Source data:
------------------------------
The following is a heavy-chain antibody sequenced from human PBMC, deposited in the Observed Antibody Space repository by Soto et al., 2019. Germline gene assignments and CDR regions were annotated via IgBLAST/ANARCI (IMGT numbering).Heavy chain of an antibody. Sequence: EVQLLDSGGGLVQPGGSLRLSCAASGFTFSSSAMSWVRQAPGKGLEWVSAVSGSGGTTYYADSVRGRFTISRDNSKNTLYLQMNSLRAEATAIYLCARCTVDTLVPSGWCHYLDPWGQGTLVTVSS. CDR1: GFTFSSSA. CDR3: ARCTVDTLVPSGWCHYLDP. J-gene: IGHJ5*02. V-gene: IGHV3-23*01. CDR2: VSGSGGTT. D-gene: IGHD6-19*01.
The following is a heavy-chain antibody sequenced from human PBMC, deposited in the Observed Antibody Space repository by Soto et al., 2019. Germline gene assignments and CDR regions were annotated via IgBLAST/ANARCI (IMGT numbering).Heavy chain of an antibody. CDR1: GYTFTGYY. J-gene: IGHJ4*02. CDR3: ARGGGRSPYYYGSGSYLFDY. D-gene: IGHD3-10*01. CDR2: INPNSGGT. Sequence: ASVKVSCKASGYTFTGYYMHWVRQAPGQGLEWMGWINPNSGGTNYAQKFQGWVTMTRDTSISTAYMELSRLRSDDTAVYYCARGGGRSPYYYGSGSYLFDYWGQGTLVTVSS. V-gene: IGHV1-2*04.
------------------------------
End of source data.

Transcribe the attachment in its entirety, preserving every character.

The following is a heavy-chain antibody sequenced from human PBMC, deposited in the Observed Antibody Space repository by Soto et al., 2019. Germline gene assignments and CDR regions were annotated via IgBLAST/ANARCI (IMGT numbering).Heavy chain of an antibody. Sequence: EVQLLDSGGGLVQPGGSLRLSCAASGFTFSSSAMSWVRQAPGKGLEWVSAVSGSGGTTYYADSVRGRFTISRDNSKNTLYLQMNSLRAEATAIYLCARCTVDTLVPSGWCHYLDPWGQGTLVTVSS. CDR1: GFTFSSSA. CDR3: ARCTVDTLVPSGWCHYLDP. J-gene: IGHJ5*02. V-gene: IGHV3-23*01. CDR2: VSGSGGTT. D-gene: IGHD6-19*01.
The following is a heavy-chain antibody sequenced from human PBMC, deposited in the Observed Antibody Space repository by Soto et al., 2019. Germline gene assignments and CDR regions were annotated via IgBLAST/ANARCI (IMGT numbering).Heavy chain of an antibody. CDR1: GYTFTGYY. J-gene: IGHJ4*02. CDR3: ARGGGRSPYYYGSGSYLFDY. D-gene: IGHD3-10*01. CDR2: INPNSGGT. Sequence: ASVKVSCKASGYTFTGYYMHWVRQAPGQGLEWMGWINPNSGGTNYAQKFQGWVTMTRDTSISTAYMELSRLRSDDTAVYYCARGGGRSPYYYGSGSYLFDYWGQGTLVTVSS. V-gene: IGHV1-2*04.